This additional training often tests the aptitude of the individuals who want to be a member of this organization, but the training given to soldiers once they apply to join this organization also tests the endurance and resourcefulness of applicants as well. Applicants are expected to have sharp minds and the ability to think quickly, even when under intense pressure.

Elite forces must be proficient in a number of fields and they must be able to innovate easily while enduring stressful situations. For this reason, the Army administers a wide variety of tests that push the cognitive abilities of applicants to the limit.

Once you have achieved the prestigious green beret the special forces have become well known for, you will be assigned to complete counterterrorism, direct action, foreign internal defense, special reconnaissance, and unconventional warfare tasks. Not all of the tasks you will be assigned will be of a classified nature, but due to the unique capabilities of this Army unit, you can expect to be assigned a classified mission at some point in your future.

Special Forces Groups:

  • 1st Special Forces Group – Headquartered at Joint Base Lewis-McChord, Washington.
  • 3rd Special Forces Group – Headquartered at Fort Bragg, North Carolina.
  • 5th Special Forces Group – Headquartered at Fort Campbell, Kentucky.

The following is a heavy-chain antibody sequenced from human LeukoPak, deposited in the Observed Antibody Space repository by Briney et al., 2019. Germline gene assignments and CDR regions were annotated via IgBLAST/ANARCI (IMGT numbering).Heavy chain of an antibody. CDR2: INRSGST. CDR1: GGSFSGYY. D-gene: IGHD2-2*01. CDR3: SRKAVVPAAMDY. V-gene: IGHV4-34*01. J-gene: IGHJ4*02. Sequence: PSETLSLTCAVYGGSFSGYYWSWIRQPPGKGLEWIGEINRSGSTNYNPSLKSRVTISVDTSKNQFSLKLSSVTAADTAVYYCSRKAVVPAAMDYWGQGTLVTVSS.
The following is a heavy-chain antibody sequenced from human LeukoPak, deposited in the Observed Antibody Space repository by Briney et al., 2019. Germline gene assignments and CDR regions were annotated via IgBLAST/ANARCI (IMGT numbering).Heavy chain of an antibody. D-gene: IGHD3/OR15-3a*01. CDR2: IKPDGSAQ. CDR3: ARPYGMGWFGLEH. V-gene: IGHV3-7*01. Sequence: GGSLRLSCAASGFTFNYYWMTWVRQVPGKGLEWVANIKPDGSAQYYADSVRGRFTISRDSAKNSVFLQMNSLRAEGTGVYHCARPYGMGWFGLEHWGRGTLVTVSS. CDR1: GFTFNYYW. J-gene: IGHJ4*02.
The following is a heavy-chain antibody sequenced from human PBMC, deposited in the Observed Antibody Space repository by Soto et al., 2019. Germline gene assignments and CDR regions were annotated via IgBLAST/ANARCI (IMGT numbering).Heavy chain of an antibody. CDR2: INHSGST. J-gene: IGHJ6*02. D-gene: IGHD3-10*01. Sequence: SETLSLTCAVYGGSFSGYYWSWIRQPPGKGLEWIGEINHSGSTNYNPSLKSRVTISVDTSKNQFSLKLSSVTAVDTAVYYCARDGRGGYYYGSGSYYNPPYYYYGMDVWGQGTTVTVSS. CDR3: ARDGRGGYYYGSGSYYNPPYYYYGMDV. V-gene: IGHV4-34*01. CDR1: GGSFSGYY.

• 7th Special Forces Group – Headquartered at Eglin Air Force Base, Florida.
  • 10th Special Forces Group – Headquartered at Fort Carson, Colorado.
  • 19th Special Forces Group – One of two National Guard Special Forces Groups. Headquartered in Draper, Utah.
  • 20th Special Forces Group – One of two National Guard Special Forces Groups. Headquartered in Birmingham, Alabama.

While units from this portion of the Army do handle a large number of combat missions, they also provide a tremendous amount of support to complete humanitarian missions around the world. These missions are important, because they help cultures around the world adapt their living conditions to current environments. For this reason, you can expect your language skills to come in handy in the future too.

Special Forces Job Titles (MOS Descriptions):

  • 18A – Special Forces Officer
  • 180A – Special Forces Warrant Officer
  • 18B – Special Forces Weapons Sergeant
  • 18C – Special Forces Engineering Sergeant
  • 18D – Special Forces Medical Sergeant
  • 18E – Special Forces Communications Sergeant
  • 18F – Special Forces Assistant Operations and Intelligence Sergeant
  • 18X – Special Forces Candidate (Active Duty Enlistment Option)
  • 18Z – Special Forces Operations Sergeant

Army special forces are made up of men who are completely devoted to bettering the world. By joining these elite units, you will be in a position to change the world with all of the skills and knowledge you have acquired through your training. You will also be in a great position to improve the relationships the United States maintains with other countries and your diplomatic missions will likely prove to be just as important as your combat missions.

For more information (Army Special Forces recruiting information):  http://www.goarmy.com/special-forces.html
United States Army Special Operations Command (Special Forces) Homepage:  http://www.soc.mil/